Apocalypse Now is the best of the Vietnam movies. It works on several levels and has survived the test of the decades in ways that many of the other movies have not. It's an episodic story, tied together by the boat and the river. Based in part on Heart of Darkness by Joseph Conrad, it is a series of events, each one more mad than the previous, as the boat moves through Vietnam and then over the border into Cambodia.
This is the opening, overlaid by the Doors. It is one of the most powerful opening scenes in any movie.
I watched it, as I mentioned, for the first time at the base theater in Iwakuni, Japan in 1983. I was young. The intervening years have given me a greater appreciation of what Coppola created. Captain Willard, played by Martin Sheen, seems like the protagonist. You meet him first, raging drunk in a Saigon hotel, and will seemingly follow him throughout the movie.
But Willard cannot be the protagonist because he is unchanged by the journey. His journey into darkness is already complete. He is the observer, we see the events through his eyes, but he is almost disengaged, unemotional, just passively going along to the end. I think it is Lance, the surfer, that is the protagonist, although it could be the entire crew, with Lance standing in for all of them as the survivor at the end. Each of of the crew is changed far more than Willard and each one dies in their turn by increasingly primitive means. At the beginning, Lance is the untouched young man, a surfer out of California, just a member of a small boat crew, looking to get high and unconcerned with the events of the war around him. He is transformed by his journey, his former life washed away.
The river serves as the river of time, they move upriver, away from the veneer of civilization. Each stop taking them further away. What are they moving toward? The lies of the generals and the politicians are also something they start with and they move away from that as well.
Each stop is more primitive, more violent, and in some ways more honest at the same time it is more insane.
Kurtz is honest and mad. He's even right about a number of key things and Willard recognizes both that honesty and the madness. The question of why Willard carries out the orders and kills Kurtz and also why Kurtz permitted him to do so remains ambiguous. The assumption must be that Kurtz saw something in Willard that he did not see in the others. But I am still not sure.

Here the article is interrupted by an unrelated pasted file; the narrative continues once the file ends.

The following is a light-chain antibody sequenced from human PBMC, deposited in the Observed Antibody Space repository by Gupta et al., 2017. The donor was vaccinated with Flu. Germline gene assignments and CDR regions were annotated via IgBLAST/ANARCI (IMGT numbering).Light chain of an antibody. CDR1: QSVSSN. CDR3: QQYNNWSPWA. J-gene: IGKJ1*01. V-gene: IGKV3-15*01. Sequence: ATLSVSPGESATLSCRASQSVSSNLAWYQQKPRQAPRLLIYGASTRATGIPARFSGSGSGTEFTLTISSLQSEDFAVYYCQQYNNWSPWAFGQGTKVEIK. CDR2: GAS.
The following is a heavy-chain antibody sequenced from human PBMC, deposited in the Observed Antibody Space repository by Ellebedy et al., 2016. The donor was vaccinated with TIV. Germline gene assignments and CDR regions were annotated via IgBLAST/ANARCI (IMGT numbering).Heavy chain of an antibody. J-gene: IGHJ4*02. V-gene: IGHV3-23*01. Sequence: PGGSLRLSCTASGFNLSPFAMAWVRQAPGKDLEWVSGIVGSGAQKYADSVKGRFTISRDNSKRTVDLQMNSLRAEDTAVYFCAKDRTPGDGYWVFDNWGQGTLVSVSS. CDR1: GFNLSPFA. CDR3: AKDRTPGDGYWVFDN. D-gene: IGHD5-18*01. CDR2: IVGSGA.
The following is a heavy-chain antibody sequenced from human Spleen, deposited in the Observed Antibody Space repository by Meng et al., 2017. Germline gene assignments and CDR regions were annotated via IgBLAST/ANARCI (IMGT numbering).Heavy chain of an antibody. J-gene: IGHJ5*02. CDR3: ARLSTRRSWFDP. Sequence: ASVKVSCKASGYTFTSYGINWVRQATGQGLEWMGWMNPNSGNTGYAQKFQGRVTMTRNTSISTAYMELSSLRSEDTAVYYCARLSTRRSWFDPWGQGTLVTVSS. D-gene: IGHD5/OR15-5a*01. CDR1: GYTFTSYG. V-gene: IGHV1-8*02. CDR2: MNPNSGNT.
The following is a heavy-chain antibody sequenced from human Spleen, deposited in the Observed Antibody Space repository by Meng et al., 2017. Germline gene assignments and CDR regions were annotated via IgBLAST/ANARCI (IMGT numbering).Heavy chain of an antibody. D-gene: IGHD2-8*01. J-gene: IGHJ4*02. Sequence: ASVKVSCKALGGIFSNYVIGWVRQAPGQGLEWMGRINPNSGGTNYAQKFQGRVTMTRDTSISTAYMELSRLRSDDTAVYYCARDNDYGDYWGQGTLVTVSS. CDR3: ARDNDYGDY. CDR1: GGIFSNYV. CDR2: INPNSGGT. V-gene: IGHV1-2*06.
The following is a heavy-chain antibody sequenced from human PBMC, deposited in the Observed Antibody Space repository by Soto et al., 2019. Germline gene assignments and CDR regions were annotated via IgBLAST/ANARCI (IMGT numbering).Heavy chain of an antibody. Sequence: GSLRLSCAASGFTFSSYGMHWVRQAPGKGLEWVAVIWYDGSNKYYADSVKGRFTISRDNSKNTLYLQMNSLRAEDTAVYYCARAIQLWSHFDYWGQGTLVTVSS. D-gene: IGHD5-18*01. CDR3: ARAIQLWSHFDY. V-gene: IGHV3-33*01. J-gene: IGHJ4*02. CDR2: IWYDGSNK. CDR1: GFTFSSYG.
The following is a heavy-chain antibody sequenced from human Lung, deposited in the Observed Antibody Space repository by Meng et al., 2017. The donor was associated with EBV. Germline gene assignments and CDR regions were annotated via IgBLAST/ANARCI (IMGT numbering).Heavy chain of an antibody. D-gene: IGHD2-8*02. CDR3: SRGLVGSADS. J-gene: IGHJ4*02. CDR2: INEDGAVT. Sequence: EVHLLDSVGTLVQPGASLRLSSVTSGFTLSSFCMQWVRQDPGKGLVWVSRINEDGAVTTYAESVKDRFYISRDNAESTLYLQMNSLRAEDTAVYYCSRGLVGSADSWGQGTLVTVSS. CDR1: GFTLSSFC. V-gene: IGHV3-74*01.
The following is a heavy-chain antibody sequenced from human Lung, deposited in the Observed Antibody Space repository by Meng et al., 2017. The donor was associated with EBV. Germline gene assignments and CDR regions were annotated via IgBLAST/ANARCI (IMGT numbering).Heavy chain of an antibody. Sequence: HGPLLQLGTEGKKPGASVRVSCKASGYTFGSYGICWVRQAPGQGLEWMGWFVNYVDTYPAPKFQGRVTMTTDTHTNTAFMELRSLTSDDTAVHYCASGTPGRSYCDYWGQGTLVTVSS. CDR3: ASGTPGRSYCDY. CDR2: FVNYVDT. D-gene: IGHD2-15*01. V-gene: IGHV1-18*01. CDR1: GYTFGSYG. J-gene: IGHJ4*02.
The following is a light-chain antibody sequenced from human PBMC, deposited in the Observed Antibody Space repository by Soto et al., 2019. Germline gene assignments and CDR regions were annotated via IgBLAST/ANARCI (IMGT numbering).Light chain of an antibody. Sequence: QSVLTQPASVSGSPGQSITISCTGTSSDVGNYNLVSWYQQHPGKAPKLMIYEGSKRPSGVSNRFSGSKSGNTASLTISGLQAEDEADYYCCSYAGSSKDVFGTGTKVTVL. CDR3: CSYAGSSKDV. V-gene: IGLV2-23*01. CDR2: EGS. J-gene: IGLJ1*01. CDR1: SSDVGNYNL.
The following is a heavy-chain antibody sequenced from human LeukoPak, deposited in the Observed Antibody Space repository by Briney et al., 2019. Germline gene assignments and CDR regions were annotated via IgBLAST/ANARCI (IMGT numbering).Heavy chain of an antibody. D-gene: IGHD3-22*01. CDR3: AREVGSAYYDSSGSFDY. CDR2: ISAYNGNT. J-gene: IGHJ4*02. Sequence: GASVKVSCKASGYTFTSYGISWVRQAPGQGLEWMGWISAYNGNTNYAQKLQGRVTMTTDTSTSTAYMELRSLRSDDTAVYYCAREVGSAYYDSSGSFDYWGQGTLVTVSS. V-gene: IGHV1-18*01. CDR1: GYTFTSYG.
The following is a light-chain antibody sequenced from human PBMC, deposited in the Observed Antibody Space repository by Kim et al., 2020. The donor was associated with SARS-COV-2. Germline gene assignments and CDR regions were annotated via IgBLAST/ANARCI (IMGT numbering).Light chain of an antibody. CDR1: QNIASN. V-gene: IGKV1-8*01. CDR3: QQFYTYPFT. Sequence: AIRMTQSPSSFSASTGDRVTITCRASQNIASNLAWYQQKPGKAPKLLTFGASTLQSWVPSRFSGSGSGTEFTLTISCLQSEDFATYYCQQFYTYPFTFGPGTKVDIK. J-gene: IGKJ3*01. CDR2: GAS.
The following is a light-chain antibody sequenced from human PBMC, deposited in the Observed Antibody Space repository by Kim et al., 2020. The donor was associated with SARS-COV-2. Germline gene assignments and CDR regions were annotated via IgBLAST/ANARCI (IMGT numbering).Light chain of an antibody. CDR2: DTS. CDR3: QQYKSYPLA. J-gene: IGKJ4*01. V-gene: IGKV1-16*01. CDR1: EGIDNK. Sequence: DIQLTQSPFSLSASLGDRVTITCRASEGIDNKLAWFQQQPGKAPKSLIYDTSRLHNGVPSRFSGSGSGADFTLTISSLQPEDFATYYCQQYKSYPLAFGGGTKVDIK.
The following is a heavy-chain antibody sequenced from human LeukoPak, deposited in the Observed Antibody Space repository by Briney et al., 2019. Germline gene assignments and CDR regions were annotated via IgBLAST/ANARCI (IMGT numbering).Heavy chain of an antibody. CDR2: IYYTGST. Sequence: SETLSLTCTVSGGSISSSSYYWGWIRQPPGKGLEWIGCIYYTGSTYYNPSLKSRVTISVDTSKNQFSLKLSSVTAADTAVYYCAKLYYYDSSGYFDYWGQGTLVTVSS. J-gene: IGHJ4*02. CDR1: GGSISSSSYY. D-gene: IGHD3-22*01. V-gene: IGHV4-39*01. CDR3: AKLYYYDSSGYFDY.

In the Redux version, there is only one scene I wish they had left in the original. That is the French rubber plantation scene. Willard gets off the boat and has an evening with the family at the plantation. I think it fits with the journey upriver and the unraveling of things. It is a window into a way of life whose time had passed. They should have left long ago and here they were, still pretending, as the war consumed the country. It connects and reinforces the scene with the USO show and the Playboy bunnies and how quickly the veneer comes off.
There is no reasoning with the darkness. There is only the journey into it. And it doesn't matter where you start from, just how far there is to go.
This movie plays in a series of loosely connected short chapters, almost like Pulp Fiction and I have thought that you could remix it the same way, cut it into scenes and splice it back together and make it only come together when you get to the last scene and you realize where you are. The opening scene of Willard punching the mirror as he dances ties directly to Lance dancing on the bow of the boat while tripping. The "never get out of the boat" scene with the tiger bookends with them getting out of the boat at Kurtz's compound.
I don't have any conclusions. Just the observation of the impact of the film.
This one goes on my personal top 10 war movies.